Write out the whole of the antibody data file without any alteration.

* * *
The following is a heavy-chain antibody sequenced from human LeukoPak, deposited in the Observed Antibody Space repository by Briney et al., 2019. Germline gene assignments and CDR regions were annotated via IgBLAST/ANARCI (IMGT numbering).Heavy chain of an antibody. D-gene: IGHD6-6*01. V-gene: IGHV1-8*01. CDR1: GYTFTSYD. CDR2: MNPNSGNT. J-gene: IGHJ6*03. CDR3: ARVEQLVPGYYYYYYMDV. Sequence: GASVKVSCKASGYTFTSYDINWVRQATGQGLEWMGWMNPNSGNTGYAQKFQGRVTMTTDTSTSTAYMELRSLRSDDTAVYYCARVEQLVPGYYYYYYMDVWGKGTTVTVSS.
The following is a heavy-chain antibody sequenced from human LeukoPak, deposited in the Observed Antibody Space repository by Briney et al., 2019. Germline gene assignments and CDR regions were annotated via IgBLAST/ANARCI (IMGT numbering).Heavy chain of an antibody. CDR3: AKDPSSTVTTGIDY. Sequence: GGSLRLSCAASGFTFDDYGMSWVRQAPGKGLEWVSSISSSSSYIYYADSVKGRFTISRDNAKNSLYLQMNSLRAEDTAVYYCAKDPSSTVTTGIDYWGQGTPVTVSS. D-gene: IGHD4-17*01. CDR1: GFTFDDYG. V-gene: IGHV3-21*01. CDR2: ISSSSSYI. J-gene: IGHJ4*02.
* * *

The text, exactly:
The following is a heavy-chain antibody sequenced from human LeukoPak, deposited in the Observed Antibody Space repository by Briney et al., 2019. Germline gene assignments and CDR regions were annotated via IgBLAST/ANARCI (IMGT numbering).Heavy chain of an antibody. D-gene: IGHD6-6*01. V-gene: IGHV1-8*01. CDR1: GYTFTSYD. CDR2: MNPNSGNT. J-gene: IGHJ6*03. CDR3: ARVEQLVPGYYYYYYMDV. Sequence: GASVKVSCKASGYTFTSYDINWVRQATGQGLEWMGWMNPNSGNTGYAQKFQGRVTMTTDTSTSTAYMELRSLRSDDTAVYYCARVEQLVPGYYYYYYMDVWGKGTTVTVSS.
The following is a heavy-chain antibody sequenced from human LeukoPak, deposited in the Observed Antibody Space repository by Briney et al., 2019. Germline gene assignments and CDR regions were annotated via IgBLAST/ANARCI (IMGT numbering).Heavy chain of an antibody. CDR3: AKDPSSTVTTGIDY. Sequence: GGSLRLSCAASGFTFDDYGMSWVRQAPGKGLEWVSSISSSSSYIYYADSVKGRFTISRDNAKNSLYLQMNSLRAEDTAVYYCAKDPSSTVTTGIDYWGQGTPVTVSS. D-gene: IGHD4-17*01. CDR1: GFTFDDYG. V-gene: IGHV3-21*01. CDR2: ISSSSSYI. J-gene: IGHJ4*02.